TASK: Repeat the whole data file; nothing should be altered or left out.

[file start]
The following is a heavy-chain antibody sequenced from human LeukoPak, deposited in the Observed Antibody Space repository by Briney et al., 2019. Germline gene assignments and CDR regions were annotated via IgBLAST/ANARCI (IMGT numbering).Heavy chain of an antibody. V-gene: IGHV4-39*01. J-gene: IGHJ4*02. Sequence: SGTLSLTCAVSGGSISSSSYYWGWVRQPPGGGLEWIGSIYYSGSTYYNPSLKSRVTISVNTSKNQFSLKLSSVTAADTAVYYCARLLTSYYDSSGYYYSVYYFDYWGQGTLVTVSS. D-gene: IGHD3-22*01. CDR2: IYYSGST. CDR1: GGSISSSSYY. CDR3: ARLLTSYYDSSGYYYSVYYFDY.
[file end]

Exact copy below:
The following is a heavy-chain antibody sequenced from human LeukoPak, deposited in the Observed Antibody Space repository by Briney et al., 2019. Germline gene assignments and CDR regions were annotated via IgBLAST/ANARCI (IMGT numbering).Heavy chain of an antibody. V-gene: IGHV4-39*01. J-gene: IGHJ4*02. Sequence: SGTLSLTCAVSGGSISSSSYYWGWVRQPPGGGLEWIGSIYYSGSTYYNPSLKSRVTISVNTSKNQFSLKLSSVTAADTAVYYCARLLTSYYDSSGYYYSVYYFDYWGQGTLVTVSS. D-gene: IGHD3-22*01. CDR2: IYYSGST. CDR1: GGSISSSSYY. CDR3: ARLLTSYYDSSGYYYSVYYFDY.